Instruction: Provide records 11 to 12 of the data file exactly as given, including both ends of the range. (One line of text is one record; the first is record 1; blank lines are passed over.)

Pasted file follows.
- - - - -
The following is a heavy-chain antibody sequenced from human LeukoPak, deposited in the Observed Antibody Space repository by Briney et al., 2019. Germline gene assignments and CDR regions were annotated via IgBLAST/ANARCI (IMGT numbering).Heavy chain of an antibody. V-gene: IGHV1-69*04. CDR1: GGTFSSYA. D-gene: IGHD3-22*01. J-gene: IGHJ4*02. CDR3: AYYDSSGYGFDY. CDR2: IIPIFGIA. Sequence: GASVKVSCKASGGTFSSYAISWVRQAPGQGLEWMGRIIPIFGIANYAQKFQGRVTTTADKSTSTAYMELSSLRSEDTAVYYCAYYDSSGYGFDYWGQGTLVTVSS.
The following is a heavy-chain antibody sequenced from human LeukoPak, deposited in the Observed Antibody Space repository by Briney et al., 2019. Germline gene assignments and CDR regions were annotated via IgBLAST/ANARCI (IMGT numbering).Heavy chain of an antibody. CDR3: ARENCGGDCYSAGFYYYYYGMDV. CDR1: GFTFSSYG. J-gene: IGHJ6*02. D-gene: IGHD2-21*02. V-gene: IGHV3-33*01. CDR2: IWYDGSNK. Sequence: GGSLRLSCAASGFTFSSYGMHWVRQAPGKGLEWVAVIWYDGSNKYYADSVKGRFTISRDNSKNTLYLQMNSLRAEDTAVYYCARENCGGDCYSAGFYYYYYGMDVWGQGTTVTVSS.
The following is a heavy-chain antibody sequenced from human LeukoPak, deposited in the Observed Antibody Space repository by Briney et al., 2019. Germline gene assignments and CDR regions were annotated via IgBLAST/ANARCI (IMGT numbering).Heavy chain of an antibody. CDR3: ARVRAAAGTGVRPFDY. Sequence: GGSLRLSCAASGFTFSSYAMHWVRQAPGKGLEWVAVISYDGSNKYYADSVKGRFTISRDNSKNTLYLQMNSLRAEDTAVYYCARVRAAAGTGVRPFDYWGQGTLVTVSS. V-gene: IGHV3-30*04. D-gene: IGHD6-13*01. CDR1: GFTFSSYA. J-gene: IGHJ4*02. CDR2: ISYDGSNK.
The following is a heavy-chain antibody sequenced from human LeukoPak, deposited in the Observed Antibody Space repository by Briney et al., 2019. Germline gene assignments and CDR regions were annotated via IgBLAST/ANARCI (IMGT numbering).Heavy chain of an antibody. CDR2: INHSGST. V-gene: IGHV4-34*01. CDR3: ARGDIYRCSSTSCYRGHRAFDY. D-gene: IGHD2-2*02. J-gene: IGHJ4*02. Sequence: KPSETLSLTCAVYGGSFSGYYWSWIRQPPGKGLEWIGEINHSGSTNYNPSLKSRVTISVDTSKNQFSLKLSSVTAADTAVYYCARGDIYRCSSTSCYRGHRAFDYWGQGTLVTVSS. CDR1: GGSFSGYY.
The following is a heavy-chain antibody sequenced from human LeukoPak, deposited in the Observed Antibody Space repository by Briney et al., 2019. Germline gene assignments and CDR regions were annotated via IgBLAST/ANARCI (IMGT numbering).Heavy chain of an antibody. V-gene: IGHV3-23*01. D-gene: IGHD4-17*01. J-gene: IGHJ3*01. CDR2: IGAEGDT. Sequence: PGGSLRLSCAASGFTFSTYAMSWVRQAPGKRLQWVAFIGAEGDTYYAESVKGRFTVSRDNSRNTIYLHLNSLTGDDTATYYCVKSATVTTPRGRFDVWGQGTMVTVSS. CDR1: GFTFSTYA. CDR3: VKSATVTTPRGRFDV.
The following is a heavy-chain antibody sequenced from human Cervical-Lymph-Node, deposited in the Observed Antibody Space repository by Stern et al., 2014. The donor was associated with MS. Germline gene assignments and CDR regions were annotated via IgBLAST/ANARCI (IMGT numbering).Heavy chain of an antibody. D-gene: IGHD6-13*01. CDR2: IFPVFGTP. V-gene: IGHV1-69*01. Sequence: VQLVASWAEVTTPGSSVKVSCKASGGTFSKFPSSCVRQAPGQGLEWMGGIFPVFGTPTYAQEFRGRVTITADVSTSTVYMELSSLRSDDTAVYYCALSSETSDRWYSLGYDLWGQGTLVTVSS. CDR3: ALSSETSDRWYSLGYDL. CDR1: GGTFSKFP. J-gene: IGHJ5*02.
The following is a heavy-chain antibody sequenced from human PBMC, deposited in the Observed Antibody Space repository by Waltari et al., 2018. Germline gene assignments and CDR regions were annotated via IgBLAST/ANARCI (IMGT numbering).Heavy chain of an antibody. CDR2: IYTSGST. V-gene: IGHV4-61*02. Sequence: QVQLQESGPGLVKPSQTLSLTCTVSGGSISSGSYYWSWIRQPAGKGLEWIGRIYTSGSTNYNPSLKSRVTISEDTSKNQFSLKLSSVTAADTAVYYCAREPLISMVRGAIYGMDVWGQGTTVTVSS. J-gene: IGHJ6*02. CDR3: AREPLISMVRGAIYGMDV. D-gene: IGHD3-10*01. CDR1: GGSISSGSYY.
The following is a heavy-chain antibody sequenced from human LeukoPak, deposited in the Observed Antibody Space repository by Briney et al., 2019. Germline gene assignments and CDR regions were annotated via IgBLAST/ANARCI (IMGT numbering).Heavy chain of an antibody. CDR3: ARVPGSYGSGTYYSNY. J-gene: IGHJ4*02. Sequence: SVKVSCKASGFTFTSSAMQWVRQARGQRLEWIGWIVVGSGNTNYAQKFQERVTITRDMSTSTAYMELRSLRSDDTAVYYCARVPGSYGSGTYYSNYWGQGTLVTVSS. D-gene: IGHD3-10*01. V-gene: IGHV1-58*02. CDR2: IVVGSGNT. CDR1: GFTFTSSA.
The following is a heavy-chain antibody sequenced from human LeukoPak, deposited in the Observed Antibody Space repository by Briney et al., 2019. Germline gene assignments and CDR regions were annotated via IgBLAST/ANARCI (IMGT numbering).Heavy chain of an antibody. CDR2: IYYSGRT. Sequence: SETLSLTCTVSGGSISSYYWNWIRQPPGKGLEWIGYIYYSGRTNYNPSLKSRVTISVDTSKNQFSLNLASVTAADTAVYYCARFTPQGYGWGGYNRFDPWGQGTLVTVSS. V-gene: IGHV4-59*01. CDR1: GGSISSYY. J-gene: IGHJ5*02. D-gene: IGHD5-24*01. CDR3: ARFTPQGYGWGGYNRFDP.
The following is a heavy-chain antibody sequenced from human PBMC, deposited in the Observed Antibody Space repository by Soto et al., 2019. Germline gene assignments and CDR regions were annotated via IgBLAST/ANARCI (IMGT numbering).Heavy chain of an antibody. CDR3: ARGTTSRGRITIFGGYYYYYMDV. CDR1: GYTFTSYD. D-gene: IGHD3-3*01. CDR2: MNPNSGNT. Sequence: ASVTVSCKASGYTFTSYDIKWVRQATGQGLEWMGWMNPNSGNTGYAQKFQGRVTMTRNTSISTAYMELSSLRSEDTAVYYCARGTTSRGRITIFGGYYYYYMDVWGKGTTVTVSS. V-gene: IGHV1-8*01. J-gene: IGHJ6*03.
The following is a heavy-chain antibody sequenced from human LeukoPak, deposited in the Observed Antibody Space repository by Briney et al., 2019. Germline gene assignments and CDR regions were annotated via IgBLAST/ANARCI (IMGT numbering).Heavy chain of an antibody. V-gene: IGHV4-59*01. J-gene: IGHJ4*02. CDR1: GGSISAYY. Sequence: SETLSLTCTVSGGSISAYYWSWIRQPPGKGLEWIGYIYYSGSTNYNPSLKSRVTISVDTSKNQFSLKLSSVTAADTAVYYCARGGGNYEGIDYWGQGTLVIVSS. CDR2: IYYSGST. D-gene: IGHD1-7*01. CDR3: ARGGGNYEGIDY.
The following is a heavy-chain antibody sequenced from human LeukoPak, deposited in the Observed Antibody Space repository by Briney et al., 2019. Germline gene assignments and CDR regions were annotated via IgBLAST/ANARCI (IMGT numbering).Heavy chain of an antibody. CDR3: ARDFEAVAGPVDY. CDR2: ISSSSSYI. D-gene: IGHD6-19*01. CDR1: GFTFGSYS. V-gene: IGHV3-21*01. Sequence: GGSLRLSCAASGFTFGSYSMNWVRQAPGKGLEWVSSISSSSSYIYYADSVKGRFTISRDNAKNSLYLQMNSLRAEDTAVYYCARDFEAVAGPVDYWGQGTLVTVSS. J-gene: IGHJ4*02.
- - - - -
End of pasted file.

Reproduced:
The following is a heavy-chain antibody sequenced from human LeukoPak, deposited in the Observed Antibody Space repository by Briney et al., 2019. Germline gene assignments and CDR regions were annotated via IgBLAST/ANARCI (IMGT numbering).Heavy chain of an antibody. V-gene: IGHV4-59*01. J-gene: IGHJ4*02. CDR1: GGSISAYY. Sequence: SETLSLTCTVSGGSISAYYWSWIRQPPGKGLEWIGYIYYSGSTNYNPSLKSRVTISVDTSKNQFSLKLSSVTAADTAVYYCARGGGNYEGIDYWGQGTLVIVSS. CDR2: IYYSGST. D-gene: IGHD1-7*01. CDR3: ARGGGNYEGIDY.
The following is a heavy-chain antibody sequenced from human LeukoPak, deposited in the Observed Antibody Space repository by Briney et al., 2019. Germline gene assignments and CDR regions were annotated via IgBLAST/ANARCI (IMGT numbering).Heavy chain of an antibody. CDR3: ARDFEAVAGPVDY. CDR2: ISSSSSYI. D-gene: IGHD6-19*01. CDR1: GFTFGSYS. V-gene: IGHV3-21*01. Sequence: GGSLRLSCAASGFTFGSYSMNWVRQAPGKGLEWVSSISSSSSYIYYADSVKGRFTISRDNAKNSLYLQMNSLRAEDTAVYYCARDFEAVAGPVDYWGQGTLVTVSS. J-gene: IGHJ4*02.